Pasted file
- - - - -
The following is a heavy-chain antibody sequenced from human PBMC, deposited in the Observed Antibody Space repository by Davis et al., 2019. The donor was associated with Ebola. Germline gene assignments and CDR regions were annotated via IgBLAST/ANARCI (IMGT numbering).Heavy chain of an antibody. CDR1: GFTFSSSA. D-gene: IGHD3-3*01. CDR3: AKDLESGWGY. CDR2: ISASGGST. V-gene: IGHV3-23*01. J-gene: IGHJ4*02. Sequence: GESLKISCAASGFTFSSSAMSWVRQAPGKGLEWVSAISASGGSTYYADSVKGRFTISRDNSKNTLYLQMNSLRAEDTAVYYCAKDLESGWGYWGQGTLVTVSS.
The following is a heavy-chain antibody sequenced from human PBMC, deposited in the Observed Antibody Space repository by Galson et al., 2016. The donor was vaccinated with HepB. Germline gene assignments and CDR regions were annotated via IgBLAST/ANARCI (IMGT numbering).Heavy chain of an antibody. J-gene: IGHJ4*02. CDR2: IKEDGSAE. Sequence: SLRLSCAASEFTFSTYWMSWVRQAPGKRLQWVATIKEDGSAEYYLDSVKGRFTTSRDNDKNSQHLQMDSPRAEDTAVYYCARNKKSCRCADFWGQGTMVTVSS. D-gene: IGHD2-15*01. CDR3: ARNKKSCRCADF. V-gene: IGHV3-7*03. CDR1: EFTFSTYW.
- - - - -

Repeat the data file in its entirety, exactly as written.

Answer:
The following is a heavy-chain antibody sequenced from human PBMC, deposited in the Observed Antibody Space repository by Davis et al., 2019. The donor was associated with Ebola. Germline gene assignments and CDR regions were annotated via IgBLAST/ANARCI (IMGT numbering).Heavy chain of an antibody. CDR1: GFTFSSSA. D-gene: IGHD3-3*01. CDR3: AKDLESGWGY. CDR2: ISASGGST. V-gene: IGHV3-23*01. J-gene: IGHJ4*02. Sequence: GESLKISCAASGFTFSSSAMSWVRQAPGKGLEWVSAISASGGSTYYADSVKGRFTISRDNSKNTLYLQMNSLRAEDTAVYYCAKDLESGWGYWGQGTLVTVSS.
The following is a heavy-chain antibody sequenced from human PBMC, deposited in the Observed Antibody Space repository by Galson et al., 2016. The donor was vaccinated with HepB. Germline gene assignments and CDR regions were annotated via IgBLAST/ANARCI (IMGT numbering).Heavy chain of an antibody. J-gene: IGHJ4*02. CDR2: IKEDGSAE. Sequence: SLRLSCAASEFTFSTYWMSWVRQAPGKRLQWVATIKEDGSAEYYLDSVKGRFTTSRDNDKNSQHLQMDSPRAEDTAVYYCARNKKSCRCADFWGQGTMVTVSS. D-gene: IGHD2-15*01. CDR3: ARNKKSCRCADF. V-gene: IGHV3-7*03. CDR1: EFTFSTYW.